World-renowned author and illustrator Paul Goble (All Our Relatives), winner of the prestigious Caldecott Award, has a message for young readers of his new book: "When I was your age my mother made me a small tipi and painted it with Native American symbols. It excited my interest, and made me want to know more. This book is the kind of book I began looking for, but never found. So I have made it for you." He has gathered together a treasure trove of information, stories, legends, and 150 full color drawings of the construction and art of tipis. Tradition among the Plains Indians has it that the shape of the rustling cottonwood tree gave the First Man and the First Woman the idea for this distinctive form of shelter.

"A beautiful tipi is like a good mother: she hugs her children and protects them from heat and cold, snow and rain," the Lakota are fond of saying. Tipis belonged to the women who chose where to camp, selected the site for the tipis and constructed them.

Flying Hawk, a Lakota, said: "The tipi is much better to live in; always clean, warm in winter, cool in summer, easy to move. The white man builds big house, cost much money, like a big cage, shut out sun, can never move: always sick." Tipi doors face the East so that every morning the people awoke to see the Morning Star rising and witnessed the sun's rays through the smoke hole and door. A closed tipi door is the same as it being locked; visitors announced themselves with a cough or a tap. For many years, thievery was non-existent in the Indian community.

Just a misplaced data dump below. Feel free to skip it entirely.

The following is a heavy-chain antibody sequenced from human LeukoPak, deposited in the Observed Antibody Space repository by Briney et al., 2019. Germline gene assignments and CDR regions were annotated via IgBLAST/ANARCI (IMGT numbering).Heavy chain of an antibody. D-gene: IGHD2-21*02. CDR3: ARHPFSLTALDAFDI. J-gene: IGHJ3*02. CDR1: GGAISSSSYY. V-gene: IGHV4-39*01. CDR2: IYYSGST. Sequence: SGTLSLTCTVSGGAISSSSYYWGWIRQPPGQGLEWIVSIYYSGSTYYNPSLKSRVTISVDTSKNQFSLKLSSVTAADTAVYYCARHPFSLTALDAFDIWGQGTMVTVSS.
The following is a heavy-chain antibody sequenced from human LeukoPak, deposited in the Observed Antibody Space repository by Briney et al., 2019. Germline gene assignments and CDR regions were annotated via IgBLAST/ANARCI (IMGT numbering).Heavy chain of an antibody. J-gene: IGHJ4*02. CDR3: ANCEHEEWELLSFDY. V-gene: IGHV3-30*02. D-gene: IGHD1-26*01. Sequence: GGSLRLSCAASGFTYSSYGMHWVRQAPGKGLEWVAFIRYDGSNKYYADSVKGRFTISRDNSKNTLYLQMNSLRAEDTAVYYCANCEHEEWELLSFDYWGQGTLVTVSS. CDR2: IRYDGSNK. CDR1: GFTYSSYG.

Black Elk said: "The Lakota loved the earth and all things of the earth, the attachment growing with age. The old people came literally to love the soil and they sat or reclined on the ground with a feeling of being close to a mothering power. It was good for the skin to touch the earth and the old people liked to remove their moccasins and walk with bare feet on the sacred earth. Their tipis were built upon the earth and their altars were made of earth. To sit or lie upon the ground is to be able to think more deeply and to feel more keenly, and to see more clearly into the mysteries of life and to come into closer kinship with other living things." No wonder sitting in a tipi in silence or resting on the ground in sleep were so soothing.

Goble presents many examples of the art of tipis and the ways in which different tribes decorated these shelters. This is an absolutely gorgeous paperback filled with exquisite drawings and a deep respect for Native American beauty, meaning and reverence for the natural world.